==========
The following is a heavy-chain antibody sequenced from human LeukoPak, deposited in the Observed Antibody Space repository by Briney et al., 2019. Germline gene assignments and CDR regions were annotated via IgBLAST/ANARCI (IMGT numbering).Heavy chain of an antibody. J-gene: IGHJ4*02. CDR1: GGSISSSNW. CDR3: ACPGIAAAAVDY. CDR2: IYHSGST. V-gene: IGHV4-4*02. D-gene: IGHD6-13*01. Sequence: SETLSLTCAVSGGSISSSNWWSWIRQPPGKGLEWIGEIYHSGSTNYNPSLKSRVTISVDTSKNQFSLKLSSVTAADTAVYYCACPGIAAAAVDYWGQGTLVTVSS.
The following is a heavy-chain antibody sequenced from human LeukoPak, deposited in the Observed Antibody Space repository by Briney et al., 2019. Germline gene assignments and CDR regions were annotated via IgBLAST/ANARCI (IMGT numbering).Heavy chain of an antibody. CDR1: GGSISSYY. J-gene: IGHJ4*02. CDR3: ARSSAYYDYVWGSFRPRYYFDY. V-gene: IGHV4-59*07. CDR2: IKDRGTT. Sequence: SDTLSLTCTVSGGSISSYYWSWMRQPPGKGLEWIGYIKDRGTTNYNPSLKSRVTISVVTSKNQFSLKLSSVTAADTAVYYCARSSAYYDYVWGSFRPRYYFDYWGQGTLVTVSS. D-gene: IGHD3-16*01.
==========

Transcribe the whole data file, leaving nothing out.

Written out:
The following is a heavy-chain antibody sequenced from human LeukoPak, deposited in the Observed Antibody Space repository by Briney et al., 2019. Germline gene assignments and CDR regions were annotated via IgBLAST/ANARCI (IMGT numbering).Heavy chain of an antibody. J-gene: IGHJ4*02. CDR1: GGSISSSNW. CDR3: ACPGIAAAAVDY. CDR2: IYHSGST. V-gene: IGHV4-4*02. D-gene: IGHD6-13*01. Sequence: SETLSLTCAVSGGSISSSNWWSWIRQPPGKGLEWIGEIYHSGSTNYNPSLKSRVTISVDTSKNQFSLKLSSVTAADTAVYYCACPGIAAAAVDYWGQGTLVTVSS.
The following is a heavy-chain antibody sequenced from human LeukoPak, deposited in the Observed Antibody Space repository by Briney et al., 2019. Germline gene assignments and CDR regions were annotated via IgBLAST/ANARCI (IMGT numbering).Heavy chain of an antibody. CDR1: GGSISSYY. J-gene: IGHJ4*02. CDR3: ARSSAYYDYVWGSFRPRYYFDY. V-gene: IGHV4-59*07. CDR2: IKDRGTT. Sequence: SDTLSLTCTVSGGSISSYYWSWMRQPPGKGLEWIGYIKDRGTTNYNPSLKSRVTISVVTSKNQFSLKLSSVTAADTAVYYCARSSAYYDYVWGSFRPRYYFDYWGQGTLVTVSS. D-gene: IGHD3-16*01.